Take the 2-minute tour ×
Stack Overflow is a question and answer site for professional and enthusiast programmers. It's 100% free, no registration required.

Possible Duplicate:
Converting between C++ std::vector and C array without copying

Currently I do the following:

// float *c_array = new float[1024];

void Foo::foo(float *c_array, size_t c_array_size) {
  //std::vector<float> cpp_array;

  cpp_array.assign(c_array, c_array + c_array_size);
  delete [] c_array;

How can I optimize this assigning? I would like not to perform elementwise copy but just swap pointers.

share|improve this question

marked as duplicate by David Thornley, Bo Persson, kennytm, Steve Townsend, Mark B Apr 29 '11 at 23:41

This question has been asked before and already has an answer. If those answers do not fully address your question, please ask a new question.

With or without using C++0x? –  kennytm Apr 29 '11 at 19:12
Without. But C++0x method would be also nice to see. –  geotavros Apr 29 '11 at 19:20
This isn't actually a duplicate question. The linked question only addresses going from vector to array, not from array to vector. –  ariddell Sep 9 '14 at 21:52

4 Answers 4

up vote 10 down vote accepted

The current std::vector doesn't provide any capability or interface to take ownership of previously allocated storage. Presumably it would be too easy to pass a stack address in by accident, allowing more problems than it solved.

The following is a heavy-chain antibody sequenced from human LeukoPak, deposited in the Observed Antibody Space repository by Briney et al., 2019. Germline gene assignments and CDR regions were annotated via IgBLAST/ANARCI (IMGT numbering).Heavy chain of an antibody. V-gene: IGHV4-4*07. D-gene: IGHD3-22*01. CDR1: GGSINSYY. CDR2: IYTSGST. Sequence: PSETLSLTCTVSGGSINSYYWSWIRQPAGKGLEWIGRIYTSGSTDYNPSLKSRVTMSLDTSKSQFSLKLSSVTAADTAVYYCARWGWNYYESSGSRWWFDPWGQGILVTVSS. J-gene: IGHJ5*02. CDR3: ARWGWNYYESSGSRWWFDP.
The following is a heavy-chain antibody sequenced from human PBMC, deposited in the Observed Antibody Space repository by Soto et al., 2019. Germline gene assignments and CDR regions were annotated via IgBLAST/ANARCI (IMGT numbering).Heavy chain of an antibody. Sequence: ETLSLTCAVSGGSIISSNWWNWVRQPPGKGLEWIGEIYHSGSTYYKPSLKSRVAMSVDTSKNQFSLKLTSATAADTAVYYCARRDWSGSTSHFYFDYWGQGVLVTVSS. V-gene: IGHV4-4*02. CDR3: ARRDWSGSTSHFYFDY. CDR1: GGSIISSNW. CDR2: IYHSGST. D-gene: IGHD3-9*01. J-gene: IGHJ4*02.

If you want to avoid copying into a vector, you'll either need to use vectors through your entire call chain, or do it the C way with float[] the entire time. You can't mix them. You can guaranteed that &vec[0] will be equivalent to the C-array though, fully contiguous, so using vector in the whole program may be feasible.

share|improve this answer

The only way to do it would be to create a custom allocator.

  1. Write an allocator class that you can initialise with your array.

  2. Instantiate the vector with the allocator as an argument.

share|improve this answer
This isn't as useful as you might think, since the vector will overwrite any pre-existing data. –  Dennis Zickefoose Apr 29 '11 at 22:15
Can you please make an example of how is this done? –  geotavros Apr 30 '11 at 12:25
@geotavros -- I'll have to dig out a manual. I haven't written a custom allocator for ages. I'm not sure if I can work around the problem that Dennis points out. Possibly not, but I'll try to find time to look at it some time soon. –  Michael J May 3 '11 at 18:14

Unlikely it's possible - it's quite dangerous, because std::vector doesn't know how the memory was allocated and how it should be freed.

If it's possible, you may replace original allocation with creation of std::vector of correct size. It uses contiguous memory area, so it can replace manually allocated buffer.

share|improve this answer

Currently, the std::vector interface does not possess the capacity to move from or swap with anything except another std::vector.

share|improve this answer
And it's unlikely to in the future. Most use cases where you would want this you can use the raw array instead, and the additional bookkeeping added to std::vector would be horrible. –  Mark Ransom Apr 29 '11 at 19:29
I think that there was at least a proposal in C++0x that would allow for this to happen. However, I'm not totally sure. –  Puppy Apr 29 '11 at 20:34
@Mark: it wouldn't require additional bookkeeping, really, if the vector takes ownership of the memory. But there are so many ways such a feature could be used wrong, I'm sure your assessment of the likeliness is accurate. –  Dennis Zickefoose Apr 29 '11 at 22:22

Not the answer you're looking for? Browse other questions tagged or ask your own question.